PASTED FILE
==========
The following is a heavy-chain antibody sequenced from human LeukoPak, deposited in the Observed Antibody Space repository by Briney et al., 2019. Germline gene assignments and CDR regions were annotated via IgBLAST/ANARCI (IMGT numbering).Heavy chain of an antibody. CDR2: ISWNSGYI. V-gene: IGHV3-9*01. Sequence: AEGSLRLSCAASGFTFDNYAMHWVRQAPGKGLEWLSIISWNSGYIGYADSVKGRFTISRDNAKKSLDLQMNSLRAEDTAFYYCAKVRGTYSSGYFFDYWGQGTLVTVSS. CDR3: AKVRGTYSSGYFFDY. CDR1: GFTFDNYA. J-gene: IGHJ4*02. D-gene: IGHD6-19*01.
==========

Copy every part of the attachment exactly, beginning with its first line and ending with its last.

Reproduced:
The following is a heavy-chain antibody sequenced from human LeukoPak, deposited in the Observed Antibody Space repository by Briney et al., 2019. Germline gene assignments and CDR regions were annotated via IgBLAST/ANARCI (IMGT numbering).Heavy chain of an antibody. CDR2: ISWNSGYI. V-gene: IGHV3-9*01. Sequence: AEGSLRLSCAASGFTFDNYAMHWVRQAPGKGLEWLSIISWNSGYIGYADSVKGRFTISRDNAKKSLDLQMNSLRAEDTAFYYCAKVRGTYSSGYFFDYWGQGTLVTVSS. CDR3: AKVRGTYSSGYFFDY. CDR1: GFTFDNYA. J-gene: IGHJ4*02. D-gene: IGHD6-19*01.